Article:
The "final" track of the evening felt fitting to end the show. Man-Erg from the album Pawn Hearts has one of the most distinctive piano intros (played by Hammill) of any progressive rock number and so as soon as it began, there were many loud cheers, but these soon died down to a complete silence as the crowd once more became captivated. As soon as it starts, it ends. Twelve plus minutes of pleasure, including the ubiquitous Jackson middle section.

Then the band members walk off stage.

Of course this was not the end and the crowd knew this, so the shouts and banging of feet erupted, to indicate the fans wanted an encore... and an encore they would have.

For the encore they play Killer and the crowd erupt once more and the final stages of the concert are put into motion. How does an ensemble like Van der Graaf Generator end a comeback concert such as this, after playing Killer? I am sure the crowd were thinking this at the time also. The wonderful decision to play Wondering was perfect. It was the final tune on an album that would be the last by the classic line-up until 2005, it also ended with David Jackson playing the flute in a similar fashion to how the concert had started. They had gone full circle. They had explored every facet of their career, from old, to new and back again. Of course, I am clouded with my judgement of this album and my love of the band, but I seriously believe the 5 star rating I have given this is just. It is also likely that the band members themselves would believe that they could have performed better and perhaps they could have, but the whole nature of the concert is what it is all about. They more than justified their decision to reform and later tour.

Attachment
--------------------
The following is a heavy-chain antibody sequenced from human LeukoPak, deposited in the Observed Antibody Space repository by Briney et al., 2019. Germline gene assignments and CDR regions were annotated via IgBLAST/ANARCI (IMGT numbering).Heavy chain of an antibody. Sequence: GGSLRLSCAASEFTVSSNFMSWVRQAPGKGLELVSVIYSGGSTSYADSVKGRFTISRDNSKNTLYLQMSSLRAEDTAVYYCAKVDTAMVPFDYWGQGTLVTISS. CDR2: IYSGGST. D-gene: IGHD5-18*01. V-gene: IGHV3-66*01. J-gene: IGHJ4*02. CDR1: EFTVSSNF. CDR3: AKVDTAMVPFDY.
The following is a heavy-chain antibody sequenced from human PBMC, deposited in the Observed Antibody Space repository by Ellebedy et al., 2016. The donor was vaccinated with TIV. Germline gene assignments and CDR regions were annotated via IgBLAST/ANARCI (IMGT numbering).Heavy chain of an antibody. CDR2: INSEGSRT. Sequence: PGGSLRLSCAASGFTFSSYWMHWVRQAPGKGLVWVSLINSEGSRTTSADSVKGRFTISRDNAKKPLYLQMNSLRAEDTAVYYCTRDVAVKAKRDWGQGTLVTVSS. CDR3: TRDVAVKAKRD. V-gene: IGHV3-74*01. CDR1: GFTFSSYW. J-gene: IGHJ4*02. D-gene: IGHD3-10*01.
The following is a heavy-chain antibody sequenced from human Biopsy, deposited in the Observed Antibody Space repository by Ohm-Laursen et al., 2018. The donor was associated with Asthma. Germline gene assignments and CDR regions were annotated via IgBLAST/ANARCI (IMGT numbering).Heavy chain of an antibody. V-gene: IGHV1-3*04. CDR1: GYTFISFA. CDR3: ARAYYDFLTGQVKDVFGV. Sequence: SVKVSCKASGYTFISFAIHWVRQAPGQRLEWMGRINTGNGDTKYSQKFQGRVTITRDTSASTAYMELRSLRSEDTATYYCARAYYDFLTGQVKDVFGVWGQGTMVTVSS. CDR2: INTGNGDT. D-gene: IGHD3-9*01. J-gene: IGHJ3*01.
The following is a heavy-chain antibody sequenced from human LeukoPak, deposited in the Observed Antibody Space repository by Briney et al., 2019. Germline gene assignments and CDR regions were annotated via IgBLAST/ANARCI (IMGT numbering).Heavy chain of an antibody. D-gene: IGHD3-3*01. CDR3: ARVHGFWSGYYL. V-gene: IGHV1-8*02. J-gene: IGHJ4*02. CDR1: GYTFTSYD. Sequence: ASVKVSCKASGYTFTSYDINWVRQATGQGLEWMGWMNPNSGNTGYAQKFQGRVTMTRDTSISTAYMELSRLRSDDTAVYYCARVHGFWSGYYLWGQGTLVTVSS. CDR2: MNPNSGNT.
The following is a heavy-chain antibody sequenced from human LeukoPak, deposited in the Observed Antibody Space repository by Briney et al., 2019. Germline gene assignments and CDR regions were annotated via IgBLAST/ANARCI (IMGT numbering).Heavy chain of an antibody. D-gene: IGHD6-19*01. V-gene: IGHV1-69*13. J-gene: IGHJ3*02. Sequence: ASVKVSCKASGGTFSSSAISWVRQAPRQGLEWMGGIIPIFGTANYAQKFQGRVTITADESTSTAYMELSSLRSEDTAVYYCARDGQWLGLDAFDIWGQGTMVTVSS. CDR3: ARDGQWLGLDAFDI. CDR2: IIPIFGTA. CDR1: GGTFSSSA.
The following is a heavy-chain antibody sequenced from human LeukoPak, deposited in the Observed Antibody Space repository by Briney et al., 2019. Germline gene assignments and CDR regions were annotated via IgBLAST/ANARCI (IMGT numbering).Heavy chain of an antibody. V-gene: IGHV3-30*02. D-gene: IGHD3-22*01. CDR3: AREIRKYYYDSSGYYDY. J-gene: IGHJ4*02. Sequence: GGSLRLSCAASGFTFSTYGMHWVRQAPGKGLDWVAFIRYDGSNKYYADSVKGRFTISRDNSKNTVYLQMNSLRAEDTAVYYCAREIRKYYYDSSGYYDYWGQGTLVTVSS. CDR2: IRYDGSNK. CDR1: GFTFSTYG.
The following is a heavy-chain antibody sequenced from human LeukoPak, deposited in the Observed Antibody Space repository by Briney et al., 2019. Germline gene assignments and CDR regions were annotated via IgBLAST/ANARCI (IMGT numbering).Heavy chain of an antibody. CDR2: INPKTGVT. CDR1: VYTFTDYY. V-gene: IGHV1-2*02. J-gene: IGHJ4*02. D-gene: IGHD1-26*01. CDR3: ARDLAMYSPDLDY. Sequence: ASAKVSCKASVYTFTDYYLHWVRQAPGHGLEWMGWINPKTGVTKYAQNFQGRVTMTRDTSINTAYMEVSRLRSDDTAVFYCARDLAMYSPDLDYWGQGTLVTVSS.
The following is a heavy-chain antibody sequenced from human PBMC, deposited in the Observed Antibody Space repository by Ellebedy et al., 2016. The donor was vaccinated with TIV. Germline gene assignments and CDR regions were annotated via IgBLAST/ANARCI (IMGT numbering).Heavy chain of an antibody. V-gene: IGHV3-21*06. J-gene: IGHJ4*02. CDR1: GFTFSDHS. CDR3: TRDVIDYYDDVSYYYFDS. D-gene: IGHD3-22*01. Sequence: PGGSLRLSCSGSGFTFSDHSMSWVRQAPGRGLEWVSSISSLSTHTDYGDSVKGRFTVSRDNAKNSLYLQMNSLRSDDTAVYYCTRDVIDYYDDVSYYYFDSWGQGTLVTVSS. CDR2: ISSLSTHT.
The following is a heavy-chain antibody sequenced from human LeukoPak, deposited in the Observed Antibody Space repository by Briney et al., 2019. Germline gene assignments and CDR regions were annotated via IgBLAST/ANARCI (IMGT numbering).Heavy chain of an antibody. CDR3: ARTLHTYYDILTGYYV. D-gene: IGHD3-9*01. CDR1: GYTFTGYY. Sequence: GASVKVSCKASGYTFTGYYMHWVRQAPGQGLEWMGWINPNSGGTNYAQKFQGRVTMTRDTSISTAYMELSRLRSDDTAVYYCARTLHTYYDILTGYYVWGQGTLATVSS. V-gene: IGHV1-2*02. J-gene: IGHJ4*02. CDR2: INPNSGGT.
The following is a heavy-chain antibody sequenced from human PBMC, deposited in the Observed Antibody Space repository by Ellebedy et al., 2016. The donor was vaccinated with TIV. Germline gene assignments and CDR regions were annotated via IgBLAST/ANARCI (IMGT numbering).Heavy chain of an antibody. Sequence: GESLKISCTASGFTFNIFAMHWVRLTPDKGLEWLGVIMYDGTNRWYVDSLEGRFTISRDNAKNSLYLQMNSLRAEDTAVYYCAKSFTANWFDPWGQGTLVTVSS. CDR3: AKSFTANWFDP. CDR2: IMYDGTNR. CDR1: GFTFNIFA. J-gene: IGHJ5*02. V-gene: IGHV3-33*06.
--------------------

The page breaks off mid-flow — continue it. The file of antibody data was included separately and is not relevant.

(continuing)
This would not be the final concert by the band (many at the time thought it would be), but it is an historic concert and one that is likely to never occur again. I just wish I had been there to witness it for myself. I am so thankful, therefore, that the concert has been documented (albeit two years afterwards) in album format.

Van der Graaf Generator Who Am the Only One, always and forever in Still Life.

VanderGraafKommandöh | 5/5 |